Publicly passing on costs companies attribute to the health-care overhaul has become a rallying cry for some health-law opponents in other industries, too. Papa John's International Inc. CEO John Schnatter said at a shareholders meeting last summer that the health law would boost pizza prices by 11 cents to 14 cents per pie. And, a Denny's franchise owner in Florida threatened a 5% health-law surcharge to customers before public pressure, including from Denny's Corp.'s corporate offices, quashed the plan.

Insurers, too, have attributed premium increases paid by their customers to the health law. Aetna Inc. AET 0.00% Chief Executive Mark Bertolini said in December that premiums for a subset of small business customers could "go up as much as 100 percent."

Though the device surcharges noted on hospital invoices are sometimes tiny, the device tax could add up to big dollar amounts. Tampa General Hospital received a bill this month tacking $5.73 on to the cost of a $249 throat device to cover the tax. But, the 1,000-bed hospital buys about $114 million worth of taxable items a year, estimates Mark Campbell, vice president of materials management. The tax will generate $29 billion for the government's health-care overhaul by 2022, congressional budget forecasters estimate.

It might be harder for hospitals to spot cases where device companies raise prices to cover the tax, without explaining it on bills. Nevertheless, companies seen baking in the cost of the tax would feel "a very swift and vocal objection in the marketplace," said Pete Allen, senior vice president of sourcing operations at the hospital-owned group-purchasing organization Novation.

Device makers have also said they would cut costs with layoffs or reductions in research spending to help offset the impact of the tax. In November 2011, for instance, Stryker Corp., SYK 0.00% a maker of hip and knee implants, said it would lay off 1,000 employees in part to brace for the tax. Stryker didn't respond to a request for comment.

Some hospitals are warning device vendors that they won't budge on price, citing multiyear contracts that include fixed prices. "If out of nowhere, you come back with a 2.5% price increase, we're just not going to honor it," said Bill Matthews, vice president of supply chain at Lehigh Valley Health Network in Allentown, Pa.

—Jon Kamp contributed to this article.
Write to Christopher Weaver at christopher.weaver@wsj.com

A version of this article appeared January 26, 2013, on page B3 in the U.S. edition of The Wall Street Journal, with the headline: Device Makers Add Fees to Cover Health Tax.

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Brotherly Love Prompts Young Entrepreneur’s Autism App

Brotherly Love Prompts Young Entrepreneur’s Autism App
Ina Fried
JANUARY 28, 2013 AT 4:00 AM PT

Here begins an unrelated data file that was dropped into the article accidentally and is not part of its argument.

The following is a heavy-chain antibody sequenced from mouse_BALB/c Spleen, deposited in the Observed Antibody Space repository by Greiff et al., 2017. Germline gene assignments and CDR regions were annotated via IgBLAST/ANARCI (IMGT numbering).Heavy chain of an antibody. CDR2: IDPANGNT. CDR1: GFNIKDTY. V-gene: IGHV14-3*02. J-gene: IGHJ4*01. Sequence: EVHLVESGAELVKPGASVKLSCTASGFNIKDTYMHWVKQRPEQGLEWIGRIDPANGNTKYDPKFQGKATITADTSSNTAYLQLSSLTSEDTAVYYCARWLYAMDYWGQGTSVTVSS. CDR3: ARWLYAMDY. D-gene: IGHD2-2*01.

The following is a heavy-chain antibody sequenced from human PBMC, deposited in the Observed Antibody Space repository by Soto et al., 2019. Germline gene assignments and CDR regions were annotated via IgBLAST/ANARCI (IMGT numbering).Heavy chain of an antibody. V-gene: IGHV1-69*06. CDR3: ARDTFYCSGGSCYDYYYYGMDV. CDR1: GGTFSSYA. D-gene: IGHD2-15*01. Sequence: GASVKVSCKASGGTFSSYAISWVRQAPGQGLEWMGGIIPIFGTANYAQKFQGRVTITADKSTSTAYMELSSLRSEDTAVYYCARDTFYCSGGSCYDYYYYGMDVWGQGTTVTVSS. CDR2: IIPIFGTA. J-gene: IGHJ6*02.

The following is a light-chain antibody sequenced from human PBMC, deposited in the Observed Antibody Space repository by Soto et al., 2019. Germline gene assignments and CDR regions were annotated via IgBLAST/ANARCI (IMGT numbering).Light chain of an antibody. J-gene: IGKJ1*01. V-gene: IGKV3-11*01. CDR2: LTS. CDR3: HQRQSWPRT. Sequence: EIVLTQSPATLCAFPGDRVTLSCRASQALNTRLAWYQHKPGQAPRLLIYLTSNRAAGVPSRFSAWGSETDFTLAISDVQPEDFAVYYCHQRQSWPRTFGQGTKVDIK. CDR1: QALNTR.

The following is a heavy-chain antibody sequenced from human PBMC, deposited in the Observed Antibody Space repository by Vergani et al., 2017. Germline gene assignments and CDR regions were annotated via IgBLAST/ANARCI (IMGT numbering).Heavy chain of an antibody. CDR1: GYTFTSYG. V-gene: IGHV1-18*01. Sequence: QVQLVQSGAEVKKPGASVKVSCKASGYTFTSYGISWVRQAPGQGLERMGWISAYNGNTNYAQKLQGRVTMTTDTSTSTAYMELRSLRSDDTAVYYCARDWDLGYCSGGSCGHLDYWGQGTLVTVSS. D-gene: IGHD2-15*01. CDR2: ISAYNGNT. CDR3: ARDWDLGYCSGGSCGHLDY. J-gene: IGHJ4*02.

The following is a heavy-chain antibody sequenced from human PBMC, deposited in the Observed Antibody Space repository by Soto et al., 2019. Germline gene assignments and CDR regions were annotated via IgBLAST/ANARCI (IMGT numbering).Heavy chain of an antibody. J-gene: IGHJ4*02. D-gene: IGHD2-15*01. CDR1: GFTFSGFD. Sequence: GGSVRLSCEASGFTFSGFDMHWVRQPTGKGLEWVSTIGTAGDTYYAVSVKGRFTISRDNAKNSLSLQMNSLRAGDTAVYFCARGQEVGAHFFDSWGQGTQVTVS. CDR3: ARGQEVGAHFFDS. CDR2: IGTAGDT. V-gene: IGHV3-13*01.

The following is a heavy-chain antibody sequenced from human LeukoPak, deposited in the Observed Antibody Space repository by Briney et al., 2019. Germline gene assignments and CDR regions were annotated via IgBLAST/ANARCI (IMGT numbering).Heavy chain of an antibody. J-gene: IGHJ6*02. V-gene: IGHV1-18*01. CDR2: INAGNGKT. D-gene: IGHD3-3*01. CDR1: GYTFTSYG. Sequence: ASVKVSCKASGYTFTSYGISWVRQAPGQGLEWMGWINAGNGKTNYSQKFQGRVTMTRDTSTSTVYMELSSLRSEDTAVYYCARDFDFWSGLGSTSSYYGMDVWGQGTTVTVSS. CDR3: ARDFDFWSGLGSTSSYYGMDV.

When Jonathan Izak looks at AutisMate, he wishes something similar had existed when his brother was younger.

The iPad app, which Izak and colleagues have spent the last 18 months creating, is designed for autistic children — kids like Izak’s brother.

“I think it definitely would have helped him [with his] acquisition of language,” Izak said.

In recent years, the iPad has been a hotbed for apps designed to help those with autism and other special needs, so AutisMate will have plenty of company when it hits the App Store later this week.

Some apps, such as Proloquo2go, replicate a staple of the autism field — the sentence builder that kids can use to build sentences using symbols and basic concepts such as “I want.” Such devices have long existed as standalone machines that can cost thousands of dollars. Other autism apps mimic the kinds of flash cards that can be used to visually represent things that one has trouble verbalizing.

AutisMate aims to handle those kinds of functions, but doesn’t stop there. One of its key features is designed to help kids even before they are able to piece together sentences that explain their desires. The scene-builder module uses pictures of the child’s own settings, such as their bedroom, work room, living room and kitchen.
Support for GPS allows the child to see one set of rooms, for example, at home and another set of scenes when at school.
The scene builder can also incorporate a variety of licensed videos to help with other settings, such as visits to the dentist or barber shop, as well as to help educate on concepts such as how to make it clear when they need a break.

Another portion of the app breaks tasks up into different components and time frames, tying completing the activity to a reward, such as a cookie.
At $150, AutisMate is certainly pricier than the average app, but it’s in the same ballpark as Proloquo2go and other comprehensive software for those with special needs.
“It’s generally in the range of apps out there,” Izak said. That said, there are other apps — including free and low-cost apps — for specific functions. There’s even an app, Autism Apps, that is a guide to other autism-related mobile apps.

Izak left his role at the University of Pennsylvania’s linguistics department to start work on AutisMate. Initially, he did the hands-on programming, but now he serves as CEO of the 10-person New York startup behind the app.
Eventually, Izak hopes to build his tiny company into a larger educational software firm.

“Really, the vision when I started this whole thing was pretty broad — to use modern technology to help those with a variety of special needs,” Izak said. “I started with autism because it was very close to home, and close to my heart.”

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Wednesday, January 23, 2013

How do you connect the dots between CAT scan and your cell phone?

From the Georgetown Advocate
The Tech Savvy Patient
Webster Russell

First a little relevant trivia. Unless you are my age or a fan of history, the chance that you would recognize the name William Shockley is remote. Without Mr. Shockley, it would be unlikely that the likes of Apple, Microsoft, Dell, or Intel would exist. If they didn't exist one wonders if CAT scans, MRI'S, Cancer radiation therapies, or pocket diabetic monitoring devices would exist. For that matter, it seems unlikely there would be the internet, Direct TV, Dish, cable companies, cell phones, or your flat screen TV. You see he invented the transistor, the component that today's electronics are based on.